For the first time in more than a quarter-century, unemployment in the United States has reached double digits - bad economic news for America, now having shed jobs for 22 consecutive months. And bad social news for the Americans who are out of work, for their families and for their communities, especially when we consider data that tells us 35 percent of jobless men and women have been looking for work for more than six months.

It's bad political news for President Barack Obama and the Democrats in Congress, who continue to make the mistake of treating unemployment as an afterthought rather than the most serious issue facing the nation. Now that the United States has an official double-digit unemployment rate, the Obama administration and Democratic leaders in the House and Senate need to begin to make job creation their primary focus.

Not since 1983, when Ronald Reagan was in his first term, has the jobless rate gone over 10 percent. And unemployment is rising faster than Obama aides, key members of Congress or top economists anticipated. Many had held out hope that the rate would be slowed sufficiently to keep the official figure in single digits, avoiding the psychological wallop of a headline saying, "one in 10 Americans are out of work."

For the month of October, however, official unemployment stands at 10.2 percent. And that figure does not include millions of Americans who have given up looking for work in the midst of the deepest economic downturn since the Great Depression. Millions more are underemployed. When we factor those numbers, the real unemployment rate is closer to 17.5 percent.

When the federal government acknowledges the "one-in-10" reality, people start to get scared, and rightly so. As unemployment rises, even those who are employed start to fret. The fretting can have a serious impact on the economy. It can also have a serious impact on politics.

In New Jersey, a state that Barack Obama won easily in 2008, Democrats lost the governorship in 2009. What was the top issue, according to exit polls? Jobs and the economy. Thirty-one percent of voters ranked the issue as the most pressing, compared with just 18 percent who cited health care.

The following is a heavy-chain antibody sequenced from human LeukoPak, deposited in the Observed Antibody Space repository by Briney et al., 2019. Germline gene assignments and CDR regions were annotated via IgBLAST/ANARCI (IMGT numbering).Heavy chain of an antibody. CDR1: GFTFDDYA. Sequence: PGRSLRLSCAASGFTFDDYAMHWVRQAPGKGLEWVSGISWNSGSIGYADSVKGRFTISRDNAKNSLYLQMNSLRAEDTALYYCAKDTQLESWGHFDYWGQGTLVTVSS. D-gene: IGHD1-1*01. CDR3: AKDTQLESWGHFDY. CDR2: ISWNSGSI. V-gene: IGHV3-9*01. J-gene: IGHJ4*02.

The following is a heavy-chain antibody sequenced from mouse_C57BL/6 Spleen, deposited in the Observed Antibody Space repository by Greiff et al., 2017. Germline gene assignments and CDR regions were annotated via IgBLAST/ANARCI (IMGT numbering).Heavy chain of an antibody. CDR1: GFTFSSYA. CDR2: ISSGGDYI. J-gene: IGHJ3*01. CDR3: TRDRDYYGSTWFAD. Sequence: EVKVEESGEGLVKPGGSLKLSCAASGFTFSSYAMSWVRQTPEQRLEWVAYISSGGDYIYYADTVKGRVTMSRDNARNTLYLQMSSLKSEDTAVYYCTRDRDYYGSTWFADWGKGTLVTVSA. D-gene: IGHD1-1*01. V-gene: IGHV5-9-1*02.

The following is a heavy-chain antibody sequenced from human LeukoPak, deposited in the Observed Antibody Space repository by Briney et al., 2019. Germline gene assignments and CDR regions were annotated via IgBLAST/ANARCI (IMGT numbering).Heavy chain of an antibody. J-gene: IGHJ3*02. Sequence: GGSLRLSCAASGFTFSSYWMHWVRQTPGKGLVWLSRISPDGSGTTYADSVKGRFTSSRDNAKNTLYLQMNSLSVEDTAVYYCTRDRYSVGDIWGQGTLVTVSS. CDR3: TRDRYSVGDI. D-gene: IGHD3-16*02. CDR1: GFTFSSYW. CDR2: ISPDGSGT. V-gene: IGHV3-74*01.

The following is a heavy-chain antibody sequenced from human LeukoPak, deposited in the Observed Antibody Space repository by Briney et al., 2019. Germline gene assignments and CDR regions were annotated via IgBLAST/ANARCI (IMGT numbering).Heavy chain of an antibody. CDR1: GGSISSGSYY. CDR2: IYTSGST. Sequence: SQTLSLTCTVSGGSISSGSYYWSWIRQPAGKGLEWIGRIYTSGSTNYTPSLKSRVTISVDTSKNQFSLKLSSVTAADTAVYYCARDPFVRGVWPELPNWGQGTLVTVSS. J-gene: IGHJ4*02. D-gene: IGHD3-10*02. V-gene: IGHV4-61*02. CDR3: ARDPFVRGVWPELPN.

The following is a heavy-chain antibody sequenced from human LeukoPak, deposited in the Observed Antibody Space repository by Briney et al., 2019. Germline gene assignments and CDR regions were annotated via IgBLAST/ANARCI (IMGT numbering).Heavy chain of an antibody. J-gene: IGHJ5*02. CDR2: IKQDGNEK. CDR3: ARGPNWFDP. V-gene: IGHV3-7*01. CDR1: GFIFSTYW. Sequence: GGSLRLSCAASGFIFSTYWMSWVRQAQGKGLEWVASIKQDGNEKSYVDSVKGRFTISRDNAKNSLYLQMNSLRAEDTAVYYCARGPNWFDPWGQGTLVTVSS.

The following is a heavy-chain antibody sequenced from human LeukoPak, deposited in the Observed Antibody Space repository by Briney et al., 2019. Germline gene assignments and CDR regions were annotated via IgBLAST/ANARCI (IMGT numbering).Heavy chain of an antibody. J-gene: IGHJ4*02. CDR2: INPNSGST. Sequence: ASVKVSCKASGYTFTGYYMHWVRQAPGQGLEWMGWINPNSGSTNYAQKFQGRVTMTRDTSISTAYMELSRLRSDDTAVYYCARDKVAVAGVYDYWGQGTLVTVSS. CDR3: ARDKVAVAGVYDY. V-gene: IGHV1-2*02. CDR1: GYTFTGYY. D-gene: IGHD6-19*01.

In Virginia, another state Mr. Obama won easily in 2008, the Democratic nominee for governor lost in a landslide. Eighty-three percent of voters told exit pollsters they were worried about "jobs and the economy."

Roughly half of voters said it was their top concern, while barely half pointed to health care.

This does not mean that the president and his congressional allies should abandon the push for health care reform. Health care reform is essential to economic progress: America cannot continue to steer more and more of its GDP into the accounts of profiteering insurance companies and expect to experience meaningful growth in employment or prosperity.

But a singular or even dominant focus on health care - or any project other than job creation and retention - is now politically dangerous. Concerns about the economy powered Democratic advances in 2006 and 2008. Indeed, the top issue that correlated with Democratic wins in House and Senate races was not the war in Iraq, health care, social policy or generalized anger with George W. Bush. It was opposition to free-trade policies that are now broadly blamed for shuttering factories and outsourcing jobs.

If unemployment continues to rise, it will be the only issue in key congressional districts and states across the country next year. Nothing else that the president or his congressional allies talk about will matter.

Democrats need to remake themselves as the party of jobs. If this requires a new stimulus plan with more money for job-creating infrastructure and development programs, Democrats cannot afford to be cautious. If this requires a radical alteration in trade policies and the abandonment of the absurd strategy for bailing out GM and Chrysler - which calls for shuttering more than two dozen plants across the United States - Democrats cannot afford to hesitate.

If Mr. Obama, Nancy Pelosi, Harry Reid and their compatriots listen to the counsel of the cautious, as unemployment hits 12, 13 or 14 percent, they will fail the American people doubly. The first failure will be a social one. If unemployment is allowed to rise into the mid-teens, families and communities across this country will experience a human crisis of daunting proportions.

The second failure will be a political one. Democrats stuck defending an indefensible status quo is a guaranteed loser for Mr. Obama and his congressional allies.

John Nichols is Washington correspondent for The Nation magazine. This article, Copyright 2009 by The Nation, is distributed by Agence Global.

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